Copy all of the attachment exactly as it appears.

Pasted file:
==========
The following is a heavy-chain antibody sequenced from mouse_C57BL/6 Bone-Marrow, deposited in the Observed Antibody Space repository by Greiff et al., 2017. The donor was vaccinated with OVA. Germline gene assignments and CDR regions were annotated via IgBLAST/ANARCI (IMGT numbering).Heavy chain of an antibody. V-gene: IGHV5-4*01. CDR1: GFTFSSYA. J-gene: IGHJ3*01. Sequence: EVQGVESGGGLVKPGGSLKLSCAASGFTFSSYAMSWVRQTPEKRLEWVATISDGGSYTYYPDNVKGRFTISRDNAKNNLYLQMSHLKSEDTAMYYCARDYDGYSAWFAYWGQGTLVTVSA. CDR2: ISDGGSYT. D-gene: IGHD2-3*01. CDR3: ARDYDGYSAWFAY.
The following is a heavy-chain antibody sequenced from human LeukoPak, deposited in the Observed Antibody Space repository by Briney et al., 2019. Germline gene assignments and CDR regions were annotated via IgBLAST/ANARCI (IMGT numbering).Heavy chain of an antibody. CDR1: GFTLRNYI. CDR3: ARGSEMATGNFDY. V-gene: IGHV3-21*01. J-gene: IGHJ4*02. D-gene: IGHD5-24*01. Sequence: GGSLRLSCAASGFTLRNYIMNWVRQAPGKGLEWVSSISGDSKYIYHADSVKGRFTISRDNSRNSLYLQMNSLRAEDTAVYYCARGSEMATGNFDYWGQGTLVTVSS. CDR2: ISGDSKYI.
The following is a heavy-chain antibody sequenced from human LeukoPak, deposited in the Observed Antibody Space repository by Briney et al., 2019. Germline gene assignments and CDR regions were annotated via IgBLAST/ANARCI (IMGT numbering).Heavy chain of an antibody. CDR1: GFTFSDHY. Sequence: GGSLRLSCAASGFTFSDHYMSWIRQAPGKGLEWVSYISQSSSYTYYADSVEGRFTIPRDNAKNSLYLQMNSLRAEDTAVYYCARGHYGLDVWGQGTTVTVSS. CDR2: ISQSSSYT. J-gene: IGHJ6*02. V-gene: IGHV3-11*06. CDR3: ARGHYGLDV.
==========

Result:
The following is a heavy-chain antibody sequenced from mouse_C57BL/6 Bone-Marrow, deposited in the Observed Antibody Space repository by Greiff et al., 2017. The donor was vaccinated with OVA. Germline gene assignments and CDR regions were annotated via IgBLAST/ANARCI (IMGT numbering).Heavy chain of an antibody. V-gene: IGHV5-4*01. CDR1: GFTFSSYA. J-gene: IGHJ3*01. Sequence: EVQGVESGGGLVKPGGSLKLSCAASGFTFSSYAMSWVRQTPEKRLEWVATISDGGSYTYYPDNVKGRFTISRDNAKNNLYLQMSHLKSEDTAMYYCARDYDGYSAWFAYWGQGTLVTVSA. CDR2: ISDGGSYT. D-gene: IGHD2-3*01. CDR3: ARDYDGYSAWFAY.
The following is a heavy-chain antibody sequenced from human LeukoPak, deposited in the Observed Antibody Space repository by Briney et al., 2019. Germline gene assignments and CDR regions were annotated via IgBLAST/ANARCI (IMGT numbering).Heavy chain of an antibody. CDR1: GFTLRNYI. CDR3: ARGSEMATGNFDY. V-gene: IGHV3-21*01. J-gene: IGHJ4*02. D-gene: IGHD5-24*01. Sequence: GGSLRLSCAASGFTLRNYIMNWVRQAPGKGLEWVSSISGDSKYIYHADSVKGRFTISRDNSRNSLYLQMNSLRAEDTAVYYCARGSEMATGNFDYWGQGTLVTVSS. CDR2: ISGDSKYI.
The following is a heavy-chain antibody sequenced from human LeukoPak, deposited in the Observed Antibody Space repository by Briney et al., 2019. Germline gene assignments and CDR regions were annotated via IgBLAST/ANARCI (IMGT numbering).Heavy chain of an antibody. CDR1: GFTFSDHY. Sequence: GGSLRLSCAASGFTFSDHYMSWIRQAPGKGLEWVSYISQSSSYTYYADSVEGRFTIPRDNAKNSLYLQMNSLRAEDTAVYYCARGHYGLDVWGQGTTVTVSS. CDR2: ISQSSSYT. J-gene: IGHJ6*02. V-gene: IGHV3-11*06. CDR3: ARGHYGLDV.